Russian composer Modest Mussorgsky was born in Karevo, Russia. Educated for the army, he resigned his commission in 1848 after the onset of a nervous disorder and began studying music. Along with Borodin and Rimsky-Korsakov, he was one of the first to promote a national Russian style of music. Mussorgsky first became known for his songs, among them the well-known setting of Goethe's (see Vol. 2) satirical "Song of the Flea" (1879). His masterpiece, however, is the opera Boris Godunov (1874), a wonderful example of his ability to "color" his music. His piano suite Pictures from an Exhibition (1874) is also a standard work in the concert repertoire of today. During the latter part of his life, Mussorgsky sank into chronic alcoholism, and this contributed to an early death. After his death, his friend Rimsky-Korsakov took many of the composer's unfinished pieces and completed or arranged them. Today, the original versions of many of Mussorgsky's works are making a comeback and deserve serious attention.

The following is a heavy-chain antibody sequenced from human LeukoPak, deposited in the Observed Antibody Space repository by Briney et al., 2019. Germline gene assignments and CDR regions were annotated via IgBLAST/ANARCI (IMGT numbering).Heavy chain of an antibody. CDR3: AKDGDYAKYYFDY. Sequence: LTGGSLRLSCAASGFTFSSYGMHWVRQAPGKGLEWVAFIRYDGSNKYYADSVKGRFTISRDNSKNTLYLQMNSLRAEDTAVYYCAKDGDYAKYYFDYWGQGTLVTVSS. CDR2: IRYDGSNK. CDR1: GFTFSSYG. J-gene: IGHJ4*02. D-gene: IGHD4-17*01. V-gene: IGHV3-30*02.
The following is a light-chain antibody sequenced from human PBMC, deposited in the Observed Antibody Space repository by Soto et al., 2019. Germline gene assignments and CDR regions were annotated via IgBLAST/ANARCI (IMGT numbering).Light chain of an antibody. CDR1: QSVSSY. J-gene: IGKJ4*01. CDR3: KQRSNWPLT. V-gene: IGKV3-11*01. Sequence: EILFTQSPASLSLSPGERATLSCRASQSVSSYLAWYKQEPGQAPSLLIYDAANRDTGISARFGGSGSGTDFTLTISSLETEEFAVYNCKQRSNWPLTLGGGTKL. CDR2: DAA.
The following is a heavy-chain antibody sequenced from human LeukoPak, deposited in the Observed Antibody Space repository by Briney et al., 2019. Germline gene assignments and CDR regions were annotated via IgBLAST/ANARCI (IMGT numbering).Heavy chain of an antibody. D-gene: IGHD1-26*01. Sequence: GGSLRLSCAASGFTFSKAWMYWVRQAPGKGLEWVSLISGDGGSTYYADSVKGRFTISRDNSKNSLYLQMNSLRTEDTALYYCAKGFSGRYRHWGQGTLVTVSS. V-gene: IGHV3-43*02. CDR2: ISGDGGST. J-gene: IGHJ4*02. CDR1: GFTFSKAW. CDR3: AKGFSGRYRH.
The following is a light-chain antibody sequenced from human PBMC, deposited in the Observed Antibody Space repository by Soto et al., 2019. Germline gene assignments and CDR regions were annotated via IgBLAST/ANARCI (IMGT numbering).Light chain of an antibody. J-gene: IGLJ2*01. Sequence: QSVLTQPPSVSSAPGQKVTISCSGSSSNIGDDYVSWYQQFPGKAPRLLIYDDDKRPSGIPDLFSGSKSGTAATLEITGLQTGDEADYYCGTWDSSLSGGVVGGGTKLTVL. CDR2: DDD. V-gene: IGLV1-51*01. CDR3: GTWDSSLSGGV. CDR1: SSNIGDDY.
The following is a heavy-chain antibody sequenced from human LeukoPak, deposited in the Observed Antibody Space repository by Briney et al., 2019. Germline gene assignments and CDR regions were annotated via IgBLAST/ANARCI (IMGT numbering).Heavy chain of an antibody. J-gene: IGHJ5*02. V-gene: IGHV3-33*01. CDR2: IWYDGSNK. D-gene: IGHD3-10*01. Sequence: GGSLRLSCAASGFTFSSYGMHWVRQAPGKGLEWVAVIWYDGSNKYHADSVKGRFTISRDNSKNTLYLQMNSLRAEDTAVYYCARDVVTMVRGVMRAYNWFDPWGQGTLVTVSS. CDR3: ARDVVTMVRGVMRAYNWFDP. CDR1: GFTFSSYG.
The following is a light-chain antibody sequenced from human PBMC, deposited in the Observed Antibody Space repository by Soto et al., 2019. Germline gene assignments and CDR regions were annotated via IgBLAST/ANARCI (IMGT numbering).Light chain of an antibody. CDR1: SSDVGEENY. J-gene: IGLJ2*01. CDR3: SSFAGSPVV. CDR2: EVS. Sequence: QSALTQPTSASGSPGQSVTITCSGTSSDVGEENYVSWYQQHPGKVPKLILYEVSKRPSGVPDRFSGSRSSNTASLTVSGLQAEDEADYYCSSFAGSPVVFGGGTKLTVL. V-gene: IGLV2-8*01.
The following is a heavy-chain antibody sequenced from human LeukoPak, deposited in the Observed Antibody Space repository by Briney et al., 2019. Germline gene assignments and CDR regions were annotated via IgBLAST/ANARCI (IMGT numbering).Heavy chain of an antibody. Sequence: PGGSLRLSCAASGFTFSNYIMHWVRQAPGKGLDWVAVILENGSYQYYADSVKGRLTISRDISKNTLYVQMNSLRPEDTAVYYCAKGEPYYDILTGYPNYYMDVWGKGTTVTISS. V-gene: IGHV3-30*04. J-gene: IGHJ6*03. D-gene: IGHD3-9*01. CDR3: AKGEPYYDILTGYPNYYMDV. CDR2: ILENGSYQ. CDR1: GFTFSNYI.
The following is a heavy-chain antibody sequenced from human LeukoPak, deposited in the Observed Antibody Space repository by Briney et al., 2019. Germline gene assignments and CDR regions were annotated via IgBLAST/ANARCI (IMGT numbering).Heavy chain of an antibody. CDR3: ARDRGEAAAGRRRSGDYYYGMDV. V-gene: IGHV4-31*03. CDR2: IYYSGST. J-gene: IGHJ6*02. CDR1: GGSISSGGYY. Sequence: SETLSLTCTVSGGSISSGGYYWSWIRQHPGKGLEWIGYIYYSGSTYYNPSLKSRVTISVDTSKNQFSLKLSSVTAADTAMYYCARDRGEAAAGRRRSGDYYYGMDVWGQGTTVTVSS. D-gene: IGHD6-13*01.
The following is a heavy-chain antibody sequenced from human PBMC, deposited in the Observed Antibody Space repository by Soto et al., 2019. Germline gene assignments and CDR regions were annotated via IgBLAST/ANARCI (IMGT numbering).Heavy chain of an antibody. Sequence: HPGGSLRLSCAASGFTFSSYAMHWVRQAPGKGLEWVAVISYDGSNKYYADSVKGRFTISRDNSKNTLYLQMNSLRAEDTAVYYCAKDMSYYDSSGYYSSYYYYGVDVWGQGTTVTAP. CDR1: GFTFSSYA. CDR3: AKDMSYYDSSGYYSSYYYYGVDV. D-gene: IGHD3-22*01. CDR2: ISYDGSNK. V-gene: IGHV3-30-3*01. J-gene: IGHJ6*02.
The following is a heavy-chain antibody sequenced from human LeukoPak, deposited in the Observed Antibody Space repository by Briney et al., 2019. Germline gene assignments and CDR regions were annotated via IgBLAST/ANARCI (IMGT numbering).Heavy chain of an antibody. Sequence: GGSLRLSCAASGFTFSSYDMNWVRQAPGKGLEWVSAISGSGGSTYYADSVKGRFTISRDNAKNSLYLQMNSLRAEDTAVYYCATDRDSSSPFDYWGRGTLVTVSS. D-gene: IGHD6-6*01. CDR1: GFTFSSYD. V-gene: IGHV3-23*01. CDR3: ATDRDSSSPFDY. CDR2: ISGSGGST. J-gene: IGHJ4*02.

The French composer Maurice Ravel was the leading exemplar of musical impressionism. Ravel entered the Paris Conservatory in 1889, where his teachers included Gabriel Faure. As a composer, Ravel produced highly original, fluid music, much of it within the outlines of musical classicism. He excelled at piano composition and orchestration, and his compositions reveal many of the musical trends active in Paris after the turn of the century. His coloristic effects and occasional use of whole-tone scales and tritones place him with Claude Debussy and the impressionists. Yet the sense of proportion and the austere aspects of some of his compositions also reflect his interest in, and reverence for, classical forms of music. Ravel composed Pavanne for a Deceased Infant (1899), the piano work Jeux d'eau (1902), his song cycle Sheherazade (1903), and his String Quartet (1903) while still a student at the conservatory. In subsequent years, Ravel composed ballets, including Daphne and Chloe (1912); symphonic poems, such as La Valse (1920); two operas, L'Heure espagnole (1911) and L'Enfant et les sortileges (1912); and many pieces for piano, violin, and orchestra. His orchestration of Modest Mussorgsky's Pictures at an Exhibition (1922) attracted worldwide attention and inclusion in the repertoire of major orchestras. Another staple of major orchestras is Ravel's Bolero (1928). Ravel died in Paris following brain surgery in 1937.